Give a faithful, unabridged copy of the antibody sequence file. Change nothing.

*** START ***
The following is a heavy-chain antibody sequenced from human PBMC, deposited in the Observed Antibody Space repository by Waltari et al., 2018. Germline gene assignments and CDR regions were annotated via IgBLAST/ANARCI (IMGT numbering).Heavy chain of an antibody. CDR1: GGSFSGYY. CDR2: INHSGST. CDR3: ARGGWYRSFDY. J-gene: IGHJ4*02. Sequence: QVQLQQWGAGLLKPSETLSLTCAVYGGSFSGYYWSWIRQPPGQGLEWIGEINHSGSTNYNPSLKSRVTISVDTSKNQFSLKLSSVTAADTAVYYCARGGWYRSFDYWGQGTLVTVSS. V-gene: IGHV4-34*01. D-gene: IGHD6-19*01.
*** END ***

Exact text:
The following is a heavy-chain antibody sequenced from human PBMC, deposited in the Observed Antibody Space repository by Waltari et al., 2018. Germline gene assignments and CDR regions were annotated via IgBLAST/ANARCI (IMGT numbering).Heavy chain of an antibody. CDR1: GGSFSGYY. CDR2: INHSGST. CDR3: ARGGWYRSFDY. J-gene: IGHJ4*02. Sequence: QVQLQQWGAGLLKPSETLSLTCAVYGGSFSGYYWSWIRQPPGQGLEWIGEINHSGSTNYNPSLKSRVTISVDTSKNQFSLKLSSVTAADTAVYYCARGGWYRSFDYWGQGTLVTVSS. V-gene: IGHV4-34*01. D-gene: IGHD6-19*01.